It should go almost without saying that China’s ability to maintain its current exchange rate regime matters.
The yuan has been more less stable against the CFETS basket since last July. If the current peg breaks, China will struggle to avoid a major overshoot of its exchange rate.
Christopher Balding recently has argued that the fall in the dollar (on say the Fed’s dollar index) in 2017 is more or less the same as the yuan’s depreciation against the basket—which would make China’s exchange rate regime now more a pure peg against the dollar rather than a true basket peg. Hence the lack of movement against the dollar in past few weeks. Maybe. I though am inclined to think that the yuan’s depreciation against the basket this year just undid the upward drift against the basket that came when the dollar appreciated last year, and China is still aiming to keep the currency more or less stable against the basket, not stable against the dollar. Time will tell.
Right now, the exact nature of China’s peg now matters less than China’s ability to maintain some kind of peg, and thus to avoid a sharp depreciation. If there is a depreciation, either the world will absorb a new wave of Chinese exports—a 10 percent real effective exchange rate depreciation should raise China’s real trade balance by about 1.5 percent of China’s GDP, or by roughly $180 billion (using this IMF study as a baseline for the estimate, it is summarized here)—or a wave of protectionist action will limit China’s export response, and in the process threaten the global trading rules.* Neither is a good outcome.
The data for the next few months will be critical. China does seem to have tightened its outflow controls—despite the official denials. FDI outflows certainly have slowed. Hopefully the screws will be placed on a few other categories of outflows—there are plenty of categories in the balance of payments that show a buildup of foreign assets that, in my view, should be controllable. The rise in Chinese bank loans to the world, for example.
I also still think the yuan’s movement against the dollar is an important driver of outflows, so a sustained period of stability in the yuan’s exchange rate versus dollar—whether because the broad dollar is falling and that means the yuan needs to rise to maintain a basket peg, or simply because China starts to prioritize stability versus the dollar—should lead to a reduction in pressure.** Finally China does seem to be tightening its domestic policy, at least a bit. Higher money market rates should also help support the yuan.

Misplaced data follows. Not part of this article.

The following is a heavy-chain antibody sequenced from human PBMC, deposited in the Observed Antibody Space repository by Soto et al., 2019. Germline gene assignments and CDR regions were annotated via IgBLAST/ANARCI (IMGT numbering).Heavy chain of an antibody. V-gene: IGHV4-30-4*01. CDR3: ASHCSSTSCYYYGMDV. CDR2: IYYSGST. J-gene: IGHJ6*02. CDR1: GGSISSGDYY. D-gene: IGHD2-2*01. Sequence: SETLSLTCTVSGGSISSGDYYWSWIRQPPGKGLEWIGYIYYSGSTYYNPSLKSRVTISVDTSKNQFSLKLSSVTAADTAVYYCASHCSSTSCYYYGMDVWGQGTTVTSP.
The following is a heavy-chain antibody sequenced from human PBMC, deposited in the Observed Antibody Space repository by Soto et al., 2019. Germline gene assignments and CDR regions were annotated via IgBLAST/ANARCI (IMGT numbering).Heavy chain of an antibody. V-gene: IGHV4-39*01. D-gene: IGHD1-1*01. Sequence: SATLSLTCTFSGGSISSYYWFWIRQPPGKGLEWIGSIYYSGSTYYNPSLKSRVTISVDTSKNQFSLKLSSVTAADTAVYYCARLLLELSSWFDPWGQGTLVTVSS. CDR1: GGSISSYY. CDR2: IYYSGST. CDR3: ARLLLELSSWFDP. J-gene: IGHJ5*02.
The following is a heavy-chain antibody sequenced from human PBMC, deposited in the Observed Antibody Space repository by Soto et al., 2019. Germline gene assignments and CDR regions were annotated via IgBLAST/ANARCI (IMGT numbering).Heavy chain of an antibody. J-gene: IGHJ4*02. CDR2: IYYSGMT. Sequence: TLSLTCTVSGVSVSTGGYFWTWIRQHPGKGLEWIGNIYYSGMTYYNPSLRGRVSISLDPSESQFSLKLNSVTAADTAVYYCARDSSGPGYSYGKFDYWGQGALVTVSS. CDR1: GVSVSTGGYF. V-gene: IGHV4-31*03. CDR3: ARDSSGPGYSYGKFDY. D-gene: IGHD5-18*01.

The proxies for intervention for January do suggest some reduction in pressure in January—though pressure by no means entirely went away.
The FX settlement data, adjusted for reported forwards, shows net sales by the banking system of just under $20 billion. That is down from $36 billion in November, and $54 billion in December.
The PBOC’s balance sheet data shows a $30 billion fall in foreign reserves, and a $60 billion fall in foreign assets. That can be compared to an average monthly fall—on both measures—of around $45 billion in the fourth quarter of 2016.
I typically prefer foreign assets to foreign reserves, because foreign assets captures the foreign exchange the banks hold at the PBOC as part of their regulatory reserve requirement—and in the past, changes in the banks required reserves have been a tool that the central bank has used for shadow intervention.
However, the January fall looks to be something else. In the past, changes in the PBOC’s foreign assets—at least those that mapped to backdoor intervention—generally have been correlated with changes in the settlement data (this makes sense, the PBoC’s other foreign assets are in part the banks required reserves, and the settlement data aggregates the central bank and the state banks). One story is that the PBOC has changed how it accounts for its contribution to the IMF.
But until that story is confirmed, the fall in other foreign assets has to be part of the calculus. While the gap between the settlement number and the change in the PBOC’s balance sheet is particularly large in January, a smaller gap has been present for a while. The PBOC’s balance sheet data thus implies slightly larger outflows than the settlement data.
Bottom line: The balance of evidence suggests a moderation in pressure on China’s exchange rate regime in January—but a moderation in pressure isn’t the same as an end to the pressure.
Unlike some, I do not think China’s fundamentals require a depreciation. The current account remains in surplus, China’s export market share has held up well—and China is (once again) growing faster than most of the world. But sustaining the current basket peg will be hard if outflows do not moderate.
* I recognize that a rise in protectionism is a possible outcome even if China doesn’t move
** If stability or appreciation against the dollar doesn’t materially reduce reserve loss over a several month period, I would need to reevaluate my priors